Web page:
The number of serious international terrorist incidents more than tripled last year, according to U.S. government figures, a sharp upswing in deadly attacks that the State Department has decided not to make public in its annual report on terrorism due to Congress this week.
Overall, the number of what the U.S. government considers "significant" attacks grew to about 655 last year, up from the record of around 175 in 2003, according to congressional aides who were briefed on statistics covering incidents including the bloody school seizure in Russia and violence related to the disputed Indian territory of Kashmir.
Terrorist incidents in Iraq also dramatically increased, from 22 attacks to 198, or nine times the previous year's total -- a sensitive subset of the tally, given the Bush administration's assertion that the situation there had stabilized significantly after the U.S. handover of political authority to an interim Iraqi government last summer.
The State Department announced last week that it was breaking with tradition in withholding the statistics on terrorist attacks from its congressionally mandated annual report. Critics said the move was designed to shield the government from questions about the success of its effort to combat terrorism by eliminating what amounted to the only year-to-year benchmark of progress.
Although the State Department said the data would still be made public by the new National Counterterrorism Center (NCTC), which prepares the information, officials at the center said no decision to publish the statistics has been made.
The controversy comes a year after the State Department retracted its annual terrorism report and admitted that its initial version vastly understated the number of incidents. That became an election-year issue, as Democrats said the Bush administration tried to inflate its success in curbing global terrorism after the Sept. 11, 2001, attacks.
"Last year was bad. This year is worse. They are deliberately trying to withhold data because it shows that as far as the war on terrorism internationally, we're losing," said Larry C. Johnson, a former senior State Department counterterrorism official, who first revealed the decision not to publish the data.
After a week of complaints from Congress, top aides from the State Department and the NCTC were dispatched to the Hill on Monday for a private briefing. There they acknowledged for the first time the increase in terrorist incidents, calling it a "dramatic uptick," according to participants and a letter to Secretary of State Condoleezza Rice from Rep. Henry A. Waxman (D-Calif.).
The administration aides sought to explain the rise in attacks as the result of more inclusive methodology in counting incidents, which they argued made year-to-year comparisons "increasingly problematic," sources said.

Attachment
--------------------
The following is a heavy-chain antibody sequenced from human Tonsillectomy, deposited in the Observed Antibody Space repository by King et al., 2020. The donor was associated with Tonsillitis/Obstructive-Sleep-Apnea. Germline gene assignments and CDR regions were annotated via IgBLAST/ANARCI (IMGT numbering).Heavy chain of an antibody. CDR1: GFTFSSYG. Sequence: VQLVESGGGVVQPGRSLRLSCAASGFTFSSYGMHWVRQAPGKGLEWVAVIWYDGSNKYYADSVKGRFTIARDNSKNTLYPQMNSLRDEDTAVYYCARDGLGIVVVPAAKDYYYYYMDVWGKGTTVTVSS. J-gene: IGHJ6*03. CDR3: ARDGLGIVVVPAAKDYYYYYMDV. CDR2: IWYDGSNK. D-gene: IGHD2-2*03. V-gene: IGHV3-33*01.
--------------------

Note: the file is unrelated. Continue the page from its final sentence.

In his letter urging Rice to release the data, Waxman said that "the large increases in terrorist attacks reported in 2004 may undermine administration claims of success in the war on terror, but political inconvenience has never been a legitimate basis for withholding facts from the American people."
Both Republican and Democratic aides at the meeting criticized what a GOP attendee called the "absurd" explanation offered by the State Department's acting counterterrorism chief, Karen Aguilar, that the statistics are not relevant to the required report on trends in global terrorism. "It's absurd to issue a report without statistics," said the aide, who is not authorized to speak publicly on the matter. "This is a self-inflicted wound by the State Department."
Aguilar, according to Hill aides, told them that Rice decided to withhold the statistics on the recommendation of her counselor, Philip D. Zelikow. He was executive director of the Sept. 11 commission that investigated the terrorist attacks on the United States.
The terrorism statistics provided to the congressional aides were not classified but were stamped "for official use only." Last week, State Department spokesman Richard A. Boucher said the government would publish "all the facts," but at Monday's session Aguilar told the staff members that even if the NCTC decided not to release the data, the State Department would not reconsider and publicly do so itself.
A State Department spokesman said last night that he is confident the data will be officially released. He said the government is committed to "providing the public all the information it needs to have an informed debate on this issue."
Under the standards used by the government, "significant" terrorist attacks are defined as those that cause civilian casualties or fatalities or substantial damage to property. Attacks on uniformed military personnel such as the large number of U.S. troops stationed in Iraq are not included.
The data provided to the congressional aides also showed terrorist attacks doubling over the previous year in Afghanistan, to 27 significant incidents, and in Israel, Gaza and the West Bank, where attacks rose to about 45, from 19 the year before. Also occurring last year were such deadly attacks as the seizure of a school in Beslan, Russia, by Chechen militants that resulted in at least 330 dead, and the Madrid train bombings that left nearly 200 dead.
The State Department did not disclose to the aides the overall number of those killed in incidents last year. Johnson said his count shows it was well over 1,000.